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Far right in the photo at left is the author of this article, Bob Watts, standing by his brother (and my father) Harley Watts, and some other unidentified friends working on a Jaguar XK-120 race car owned by Harley’s co-driver, Bob Fergus, at an unidentified race event in 1953.
MG TCs in Central Ohio by Bob Watts
A Historic Perspective
As a student at the Ohio State University, the first MG I saw was a TC parked behind the Horticulture building in the spring of 1948. The size and appearance were quite attractive. What it was, and where it was made, were not obvious, the owner was not around, and efforts to make contact were not successful as our class schedules were different. Even after finally meeting the owner, only a minimum of information was obtained.
Some time later when my brother Harley, and I were after parts for our 1933 V-12 Cadillac, we became acquainted with Bob Fergus, a salesman at Columbus Motorcar, the local Cadillac dealer. Bob had a late ‘48 TC and was required to hide it so Cadillac customers could not see it. Bob introduced us to Ray Fisher who drove an Ivory TC. Ray gave me my first ride in a TC. It was a brief ride around the perimeter cinder road in Franklin Park which circled inside the park near the outside fence. We were stopped by the park police for speeding on the park road. The officer demanded my drivers license since I got out of the left side of the car. Ray offered his license to the officer and was brushed aside. Finally Ray opened the door on the left side , (the top was up and side curtains on, as the weather was cold), invited the officer , and said “See, no steering wheel”. The totally confused officer looked at the TC, questioned how the steering wheel could be on the wrong side and couldn’t decide who had been driving, but finally took Ray’s license. He banned TCs from the park for excessively exceeding the speed limit.
By March 1949 Tom Miller had purchased a ’48 TC from one of the Greiner brothers in Springfield, Ohio. His brother Phil had gone to Canada and bought a TC, and Don Marsh had acquired a black TC in Indiana. I don’t know just when, but Dave Lee showed up with a red TC and Chuch Dietrich came down from Sandusky with a BRG TC. Harley Watts found a used BRG ’48 TC in Dayton, Ohio. Don Marsh also bought an Ivory TC, he now had two TCs. By the fall of ’49 there were at least ten TCs in the area which assembled on Sundays for tours and other activities. Most TC owners drove their cars hard, occasionally drag raced of traffic lights and found every relatively close winding road arounb, many of which were in southern Ohio.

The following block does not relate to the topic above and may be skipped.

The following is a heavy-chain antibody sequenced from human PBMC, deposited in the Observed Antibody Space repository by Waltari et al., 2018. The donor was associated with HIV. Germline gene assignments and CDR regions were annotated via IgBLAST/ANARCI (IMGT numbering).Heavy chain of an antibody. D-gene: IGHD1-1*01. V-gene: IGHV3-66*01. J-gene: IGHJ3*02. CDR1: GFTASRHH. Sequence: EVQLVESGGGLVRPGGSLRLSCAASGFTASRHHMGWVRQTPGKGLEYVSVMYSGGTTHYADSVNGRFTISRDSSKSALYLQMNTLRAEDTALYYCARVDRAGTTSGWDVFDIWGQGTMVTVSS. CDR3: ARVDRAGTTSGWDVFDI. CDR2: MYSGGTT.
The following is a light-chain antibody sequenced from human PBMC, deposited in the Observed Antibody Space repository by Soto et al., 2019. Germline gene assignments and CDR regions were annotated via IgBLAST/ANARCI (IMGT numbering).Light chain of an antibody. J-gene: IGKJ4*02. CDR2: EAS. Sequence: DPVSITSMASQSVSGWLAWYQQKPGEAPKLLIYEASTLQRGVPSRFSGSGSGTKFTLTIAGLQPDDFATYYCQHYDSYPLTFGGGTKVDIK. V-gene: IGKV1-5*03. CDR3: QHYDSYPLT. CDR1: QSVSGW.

Many, if not most, current “T” series owners have little or no concept of those times. To better understand them, when the TC was new, a brief discussion of the way things were about 1949 may provide a better perspective.
The population of the Columbus area was about one tenth of that of 1997. With few exceptions, males between the ages of 21 and 30 had been directly involved in the recently ended world war. Many men from ages 30 to 50 , had also been in the service in one capacity or another. Everyone at home had been involved in the war effort, with rationing of most everything. Also the great depression was a very vivid memory of a not very distant past. Few families had more than one car. Most middle class men rode the trolly bus to work or shared a ride with several others. The street cars had just been phased out, and the tracks with the granite paving bricks between and beside them were being torn out. Many cars were driven 10,000 miles or less per year. For a change many more people had money to spend on a car and were eager to do so.